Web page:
Gov. Rod Blagojevich's lead attorney said Friday that he plans to resign from the impeached governor's criminal case.
"I have practiced law for 44 years. I never require a client to do what I say, but I do require clients to listen to what I say," Genson told reporters. "I intend to withdraw as counsel in this case."
Genson is one of Chicago's best known lawyers whose clients include R&B star R. Kelly and Canadian-born press lord Conrad Black.
To be official, his resignation as Blagojevich's attorney must take place in court. When asked when he planned to do so, Genson smiled and left.
Watch Genson's remarks:
At his Friday afternoon press conference just a few hours before Genson's announcement, Blagojevich praised his soon-to-be-former attorney, mentioning him in the same sentence as venerable Supreme Court Justice Oliver Wendell Holmes, Jr. Blagojevich also lauded Genson as "nothing short of a modern-day version of Clarence Darrow" in an interview with CBS 2's Jay Levine.
Genson's announcement Friday comes one day after Blagojevich's defense team sent mixed signals over whether the governor would file a lawsuit to block his impeachment trial in the state Senate.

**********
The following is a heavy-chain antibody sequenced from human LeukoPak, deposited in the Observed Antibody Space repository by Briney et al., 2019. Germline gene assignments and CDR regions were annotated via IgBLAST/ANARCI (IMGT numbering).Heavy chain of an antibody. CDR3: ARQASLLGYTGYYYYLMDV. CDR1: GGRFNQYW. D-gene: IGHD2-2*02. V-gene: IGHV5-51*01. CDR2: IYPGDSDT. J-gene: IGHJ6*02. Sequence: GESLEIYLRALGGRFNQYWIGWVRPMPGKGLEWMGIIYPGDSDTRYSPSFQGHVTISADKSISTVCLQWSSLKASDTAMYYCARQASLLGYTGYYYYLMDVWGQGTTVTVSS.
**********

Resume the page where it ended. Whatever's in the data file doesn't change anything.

Attorney Samuel E Adam told The Associated Press on Thursday that a lawsuit was being prepared and could be filed with the Illinois Supreme Court within days, pending a final decision on whether to move forward.
Genson told the AP on Thursday afternoon that he was not being included in decisions regarding the impeachment and he did not know whether Blagojevich would file a lawsuit to block the trial.
"His action, what he's doing, isn't controlled by me," Genson said. "I'm not privy to it. I should be, but I'm not."
The Chicago Tribune later posted on its Web site a story in which Genson said no suit would be filed, but the attorney declined to comment further when reached by the AP on Thursday night.
U.S. Attorney Patrick Fitzgerald said at a news conference after Blagojevich's Dec. 9 arrest that the governor and his former chief of staff, John Harris, had been on "a political corruption crime spree" and their actions would make "Lincoln roll over in his grave."
Federal prosecutors say Blagojevich plotted to sell or trade the U.S. Senate seat vacated by Barack Obama's election. He is accused of using the financial powers of the governor's office to squeeze potential contributors for campaign money and pressuring the Chicago Tribune to fire editorial writers urging his impeachment.
He was impeached by the Illinois House and faces removal after a trial next week in the state Senate.